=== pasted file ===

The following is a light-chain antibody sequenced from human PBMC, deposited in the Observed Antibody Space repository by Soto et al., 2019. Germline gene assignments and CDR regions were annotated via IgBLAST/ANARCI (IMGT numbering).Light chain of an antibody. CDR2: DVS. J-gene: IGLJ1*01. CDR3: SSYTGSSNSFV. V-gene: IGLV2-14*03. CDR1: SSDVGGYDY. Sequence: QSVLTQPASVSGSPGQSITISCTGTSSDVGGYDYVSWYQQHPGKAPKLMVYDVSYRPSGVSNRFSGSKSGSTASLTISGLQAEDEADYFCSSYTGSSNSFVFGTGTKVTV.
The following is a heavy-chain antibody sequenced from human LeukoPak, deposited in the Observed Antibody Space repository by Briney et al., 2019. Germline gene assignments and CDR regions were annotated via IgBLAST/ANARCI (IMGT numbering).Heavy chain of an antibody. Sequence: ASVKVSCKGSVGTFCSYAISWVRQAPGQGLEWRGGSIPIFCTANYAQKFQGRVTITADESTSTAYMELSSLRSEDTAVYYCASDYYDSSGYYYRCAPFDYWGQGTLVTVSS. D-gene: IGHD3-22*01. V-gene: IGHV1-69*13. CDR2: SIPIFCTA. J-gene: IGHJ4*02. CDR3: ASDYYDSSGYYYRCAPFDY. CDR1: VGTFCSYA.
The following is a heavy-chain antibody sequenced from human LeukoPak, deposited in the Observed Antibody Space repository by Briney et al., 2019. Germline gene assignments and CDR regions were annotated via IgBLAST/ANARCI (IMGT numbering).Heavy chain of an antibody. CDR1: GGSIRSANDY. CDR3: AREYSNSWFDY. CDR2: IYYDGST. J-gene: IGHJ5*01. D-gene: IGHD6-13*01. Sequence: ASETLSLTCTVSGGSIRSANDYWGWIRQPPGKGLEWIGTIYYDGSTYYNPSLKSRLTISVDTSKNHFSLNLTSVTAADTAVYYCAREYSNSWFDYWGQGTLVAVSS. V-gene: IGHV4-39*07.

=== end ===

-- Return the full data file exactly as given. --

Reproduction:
The following is a light-chain antibody sequenced from human PBMC, deposited in the Observed Antibody Space repository by Soto et al., 2019. Germline gene assignments and CDR regions were annotated via IgBLAST/ANARCI (IMGT numbering).Light chain of an antibody. CDR2: DVS. J-gene: IGLJ1*01. CDR3: SSYTGSSNSFV. V-gene: IGLV2-14*03. CDR1: SSDVGGYDY. Sequence: QSVLTQPASVSGSPGQSITISCTGTSSDVGGYDYVSWYQQHPGKAPKLMVYDVSYRPSGVSNRFSGSKSGSTASLTISGLQAEDEADYFCSSYTGSSNSFVFGTGTKVTV.
The following is a heavy-chain antibody sequenced from human LeukoPak, deposited in the Observed Antibody Space repository by Briney et al., 2019. Germline gene assignments and CDR regions were annotated via IgBLAST/ANARCI (IMGT numbering).Heavy chain of an antibody. Sequence: ASVKVSCKGSVGTFCSYAISWVRQAPGQGLEWRGGSIPIFCTANYAQKFQGRVTITADESTSTAYMELSSLRSEDTAVYYCASDYYDSSGYYYRCAPFDYWGQGTLVTVSS. D-gene: IGHD3-22*01. V-gene: IGHV1-69*13. CDR2: SIPIFCTA. J-gene: IGHJ4*02. CDR3: ASDYYDSSGYYYRCAPFDY. CDR1: VGTFCSYA.
The following is a heavy-chain antibody sequenced from human LeukoPak, deposited in the Observed Antibody Space repository by Briney et al., 2019. Germline gene assignments and CDR regions were annotated via IgBLAST/ANARCI (IMGT numbering).Heavy chain of an antibody. CDR1: GGSIRSANDY. CDR3: AREYSNSWFDY. CDR2: IYYDGST. J-gene: IGHJ5*01. D-gene: IGHD6-13*01. Sequence: ASETLSLTCTVSGGSIRSANDYWGWIRQPPGKGLEWIGTIYYDGSTYYNPSLKSRLTISVDTSKNHFSLNLTSVTAADTAVYYCAREYSNSWFDYWGQGTLVAVSS. V-gene: IGHV4-39*07.